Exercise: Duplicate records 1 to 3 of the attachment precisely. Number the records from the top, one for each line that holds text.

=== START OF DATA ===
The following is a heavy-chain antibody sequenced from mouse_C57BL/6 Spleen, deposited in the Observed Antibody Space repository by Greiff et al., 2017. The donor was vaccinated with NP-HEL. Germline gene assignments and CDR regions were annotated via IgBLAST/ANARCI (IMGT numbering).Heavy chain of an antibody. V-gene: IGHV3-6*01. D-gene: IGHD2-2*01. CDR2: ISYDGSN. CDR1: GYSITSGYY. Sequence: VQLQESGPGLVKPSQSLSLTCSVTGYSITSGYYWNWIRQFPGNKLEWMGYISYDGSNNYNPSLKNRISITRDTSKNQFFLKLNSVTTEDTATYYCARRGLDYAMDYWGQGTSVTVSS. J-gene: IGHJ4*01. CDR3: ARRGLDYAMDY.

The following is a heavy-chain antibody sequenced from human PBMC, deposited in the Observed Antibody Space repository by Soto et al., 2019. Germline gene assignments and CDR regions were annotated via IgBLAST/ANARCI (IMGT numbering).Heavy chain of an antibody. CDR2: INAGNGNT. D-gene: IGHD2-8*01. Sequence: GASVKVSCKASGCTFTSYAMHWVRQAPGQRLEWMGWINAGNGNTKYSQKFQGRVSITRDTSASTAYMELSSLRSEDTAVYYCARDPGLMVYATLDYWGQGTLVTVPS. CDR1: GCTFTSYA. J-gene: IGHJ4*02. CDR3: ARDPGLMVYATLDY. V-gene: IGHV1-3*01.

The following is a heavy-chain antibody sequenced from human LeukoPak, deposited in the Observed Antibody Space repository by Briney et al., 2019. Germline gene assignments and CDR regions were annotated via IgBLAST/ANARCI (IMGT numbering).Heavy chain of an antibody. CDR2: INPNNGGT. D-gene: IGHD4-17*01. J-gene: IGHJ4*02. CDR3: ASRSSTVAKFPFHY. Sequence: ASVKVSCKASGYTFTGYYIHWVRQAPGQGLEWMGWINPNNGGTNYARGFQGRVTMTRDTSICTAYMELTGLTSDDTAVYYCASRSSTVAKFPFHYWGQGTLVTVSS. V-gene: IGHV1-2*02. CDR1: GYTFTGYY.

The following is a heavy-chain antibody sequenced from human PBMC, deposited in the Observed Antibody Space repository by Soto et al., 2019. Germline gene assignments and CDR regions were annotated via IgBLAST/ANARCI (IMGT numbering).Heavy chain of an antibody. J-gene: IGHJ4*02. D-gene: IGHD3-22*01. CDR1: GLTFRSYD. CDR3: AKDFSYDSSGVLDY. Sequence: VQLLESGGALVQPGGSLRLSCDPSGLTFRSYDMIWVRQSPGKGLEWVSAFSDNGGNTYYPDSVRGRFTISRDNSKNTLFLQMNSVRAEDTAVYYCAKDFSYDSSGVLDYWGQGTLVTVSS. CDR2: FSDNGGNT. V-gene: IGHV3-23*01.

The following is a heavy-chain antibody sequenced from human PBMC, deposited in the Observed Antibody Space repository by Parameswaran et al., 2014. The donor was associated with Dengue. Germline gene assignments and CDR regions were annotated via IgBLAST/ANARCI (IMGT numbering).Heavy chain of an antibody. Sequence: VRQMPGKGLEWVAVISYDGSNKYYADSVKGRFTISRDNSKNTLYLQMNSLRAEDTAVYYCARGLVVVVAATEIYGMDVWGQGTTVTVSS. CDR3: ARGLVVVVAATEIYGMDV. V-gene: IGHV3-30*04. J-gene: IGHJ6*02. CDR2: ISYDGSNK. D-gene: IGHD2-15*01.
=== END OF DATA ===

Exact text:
The following is a heavy-chain antibody sequenced from mouse_C57BL/6 Spleen, deposited in the Observed Antibody Space repository by Greiff et al., 2017. The donor was vaccinated with NP-HEL. Germline gene assignments and CDR regions were annotated via IgBLAST/ANARCI (IMGT numbering).Heavy chain of an antibody. V-gene: IGHV3-6*01. D-gene: IGHD2-2*01. CDR2: ISYDGSN. CDR1: GYSITSGYY. Sequence: VQLQESGPGLVKPSQSLSLTCSVTGYSITSGYYWNWIRQFPGNKLEWMGYISYDGSNNYNPSLKNRISITRDTSKNQFFLKLNSVTTEDTATYYCARRGLDYAMDYWGQGTSVTVSS. J-gene: IGHJ4*01. CDR3: ARRGLDYAMDY.

The following is a heavy-chain antibody sequenced from human PBMC, deposited in the Observed Antibody Space repository by Soto et al., 2019. Germline gene assignments and CDR regions were annotated via IgBLAST/ANARCI (IMGT numbering).Heavy chain of an antibody. CDR2: INAGNGNT. D-gene: IGHD2-8*01. Sequence: GASVKVSCKASGCTFTSYAMHWVRQAPGQRLEWMGWINAGNGNTKYSQKFQGRVSITRDTSASTAYMELSSLRSEDTAVYYCARDPGLMVYATLDYWGQGTLVTVPS. CDR1: GCTFTSYA. J-gene: IGHJ4*02. CDR3: ARDPGLMVYATLDY. V-gene: IGHV1-3*01.

The following is a heavy-chain antibody sequenced from human LeukoPak, deposited in the Observed Antibody Space repository by Briney et al., 2019. Germline gene assignments and CDR regions were annotated via IgBLAST/ANARCI (IMGT numbering).Heavy chain of an antibody. CDR2: INPNNGGT. D-gene: IGHD4-17*01. J-gene: IGHJ4*02. CDR3: ASRSSTVAKFPFHY. Sequence: ASVKVSCKASGYTFTGYYIHWVRQAPGQGLEWMGWINPNNGGTNYARGFQGRVTMTRDTSICTAYMELTGLTSDDTAVYYCASRSSTVAKFPFHYWGQGTLVTVSS. V-gene: IGHV1-2*02. CDR1: GYTFTGYY.